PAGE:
On August 27, the Denver Business Journal ran an article on proposed legislation that will dramatically overhaul the application for federal student aid. The article opens with the following two paragraphs:
“Several Colorado universities are getting behind a recent bipartisan bill zeroing in on speeding up the financial aid application process.
“The bill—proposed by Sens. Michael Bennett, D-Colorado, and Lamar Alexander, a Republican from Tennessee—would cut down the current 10-page, 108-question Free Application for Federal Student Aid (FAFSA) form to a single-page, two-question form.”
The university leaders who are endorsing the bill make the indisputable point that a 10-page form that includes 108 questions is almost certainly keeping some students from applying for federal student aid and therefore from applying to or enrolling in their institutions. Furthermore, the form is likely to be most intimidating to those prospective students who need to aid the most in order to enroll—students from economically disadvantaged backgrounds who may be the first in their families to consider attending college.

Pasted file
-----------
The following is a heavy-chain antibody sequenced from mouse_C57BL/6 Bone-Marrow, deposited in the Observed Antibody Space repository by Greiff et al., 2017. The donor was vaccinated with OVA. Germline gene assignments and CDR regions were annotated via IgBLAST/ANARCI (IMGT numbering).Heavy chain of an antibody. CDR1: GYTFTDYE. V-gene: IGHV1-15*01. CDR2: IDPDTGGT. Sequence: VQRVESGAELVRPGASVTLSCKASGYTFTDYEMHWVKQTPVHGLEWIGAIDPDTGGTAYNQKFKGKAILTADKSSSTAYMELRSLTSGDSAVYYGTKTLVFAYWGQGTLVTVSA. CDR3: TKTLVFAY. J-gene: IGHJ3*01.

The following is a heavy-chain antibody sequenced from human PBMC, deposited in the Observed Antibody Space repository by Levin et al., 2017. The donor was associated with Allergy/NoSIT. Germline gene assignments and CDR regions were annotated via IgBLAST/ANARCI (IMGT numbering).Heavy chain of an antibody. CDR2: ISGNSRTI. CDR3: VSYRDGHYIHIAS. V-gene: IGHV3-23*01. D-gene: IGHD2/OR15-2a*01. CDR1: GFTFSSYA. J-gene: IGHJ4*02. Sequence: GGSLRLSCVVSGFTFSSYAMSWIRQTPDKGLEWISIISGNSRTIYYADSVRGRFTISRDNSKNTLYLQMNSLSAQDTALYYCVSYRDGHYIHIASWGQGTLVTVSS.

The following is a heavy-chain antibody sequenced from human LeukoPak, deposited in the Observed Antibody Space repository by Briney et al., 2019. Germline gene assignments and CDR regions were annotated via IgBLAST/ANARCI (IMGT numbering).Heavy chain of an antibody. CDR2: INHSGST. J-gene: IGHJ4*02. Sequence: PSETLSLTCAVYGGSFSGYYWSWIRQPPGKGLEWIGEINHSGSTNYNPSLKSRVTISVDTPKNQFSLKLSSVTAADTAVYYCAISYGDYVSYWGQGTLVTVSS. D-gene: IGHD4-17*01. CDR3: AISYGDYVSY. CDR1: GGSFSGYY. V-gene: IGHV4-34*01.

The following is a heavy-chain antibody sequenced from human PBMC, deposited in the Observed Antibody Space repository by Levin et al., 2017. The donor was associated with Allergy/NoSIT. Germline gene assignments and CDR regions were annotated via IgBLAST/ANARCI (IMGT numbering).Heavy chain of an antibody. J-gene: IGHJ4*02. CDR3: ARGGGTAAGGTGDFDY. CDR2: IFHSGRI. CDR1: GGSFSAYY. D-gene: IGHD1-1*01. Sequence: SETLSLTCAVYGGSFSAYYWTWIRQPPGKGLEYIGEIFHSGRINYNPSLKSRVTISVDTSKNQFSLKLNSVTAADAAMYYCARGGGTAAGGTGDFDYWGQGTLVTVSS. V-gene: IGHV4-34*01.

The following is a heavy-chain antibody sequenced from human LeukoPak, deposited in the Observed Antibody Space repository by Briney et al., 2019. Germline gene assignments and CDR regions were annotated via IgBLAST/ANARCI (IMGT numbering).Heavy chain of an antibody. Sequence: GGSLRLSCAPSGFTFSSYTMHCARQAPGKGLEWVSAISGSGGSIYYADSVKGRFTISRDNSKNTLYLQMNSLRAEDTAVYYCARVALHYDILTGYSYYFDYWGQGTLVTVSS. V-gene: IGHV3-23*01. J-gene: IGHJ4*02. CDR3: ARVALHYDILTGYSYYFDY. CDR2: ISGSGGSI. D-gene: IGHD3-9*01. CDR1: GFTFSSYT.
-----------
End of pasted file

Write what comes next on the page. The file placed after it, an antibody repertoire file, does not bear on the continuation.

That said, one wonders how a ten-page form that includes 108 questions can be reduced to a single page that includes just two questions without, in effect, rendering the application almost meaningless. I suspect that although the basic form might be reduced so dramatically, some of the information on the current form is going to have to be gathered through the students’ completing other, subsequently provided forms. Perhaps that’s okay because it will reduce the intimidating size and scope of the initial form and thereby encourage applications and enrollment. But I also suspect that the ten-page form resulted from some effort to do all of the necessary data-gathering through a single instrument—that the now onerous-looking application actually may have resulted from an effort to streamline a multi-step process.
A revised form that represents an attempt to reach some proverbial “happy medium” between the all-inclusive form and the proposed bare-bones alternative probably wouldn’t get as much media attention, but I suspect that it might be more workable.